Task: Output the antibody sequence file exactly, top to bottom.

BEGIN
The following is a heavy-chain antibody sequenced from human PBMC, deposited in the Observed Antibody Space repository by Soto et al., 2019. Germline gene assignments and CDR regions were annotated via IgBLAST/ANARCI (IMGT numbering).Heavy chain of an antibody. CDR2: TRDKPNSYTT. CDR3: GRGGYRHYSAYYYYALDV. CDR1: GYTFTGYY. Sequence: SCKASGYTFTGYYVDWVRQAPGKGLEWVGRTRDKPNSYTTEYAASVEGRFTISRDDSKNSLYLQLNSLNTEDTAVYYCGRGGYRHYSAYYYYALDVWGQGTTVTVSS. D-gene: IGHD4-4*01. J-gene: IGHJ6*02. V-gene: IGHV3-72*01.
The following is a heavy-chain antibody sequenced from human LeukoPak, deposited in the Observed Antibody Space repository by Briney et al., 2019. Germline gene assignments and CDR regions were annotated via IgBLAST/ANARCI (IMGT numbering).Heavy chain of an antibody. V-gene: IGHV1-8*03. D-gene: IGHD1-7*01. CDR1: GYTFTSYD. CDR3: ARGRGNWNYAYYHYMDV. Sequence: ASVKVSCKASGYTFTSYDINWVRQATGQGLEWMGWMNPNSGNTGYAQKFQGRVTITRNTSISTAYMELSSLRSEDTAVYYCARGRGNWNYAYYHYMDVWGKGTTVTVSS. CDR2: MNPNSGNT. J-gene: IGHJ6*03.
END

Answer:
The following is a heavy-chain antibody sequenced from human PBMC, deposited in the Observed Antibody Space repository by Soto et al., 2019. Germline gene assignments and CDR regions were annotated via IgBLAST/ANARCI (IMGT numbering).Heavy chain of an antibody. CDR2: TRDKPNSYTT. CDR3: GRGGYRHYSAYYYYALDV. CDR1: GYTFTGYY. Sequence: SCKASGYTFTGYYVDWVRQAPGKGLEWVGRTRDKPNSYTTEYAASVEGRFTISRDDSKNSLYLQLNSLNTEDTAVYYCGRGGYRHYSAYYYYALDVWGQGTTVTVSS. D-gene: IGHD4-4*01. J-gene: IGHJ6*02. V-gene: IGHV3-72*01.
The following is a heavy-chain antibody sequenced from human LeukoPak, deposited in the Observed Antibody Space repository by Briney et al., 2019. Germline gene assignments and CDR regions were annotated via IgBLAST/ANARCI (IMGT numbering).Heavy chain of an antibody. V-gene: IGHV1-8*03. D-gene: IGHD1-7*01. CDR1: GYTFTSYD. CDR3: ARGRGNWNYAYYHYMDV. Sequence: ASVKVSCKASGYTFTSYDINWVRQATGQGLEWMGWMNPNSGNTGYAQKFQGRVTITRNTSISTAYMELSSLRSEDTAVYYCARGRGNWNYAYYHYMDVWGKGTTVTVSS. CDR2: MNPNSGNT. J-gene: IGHJ6*03.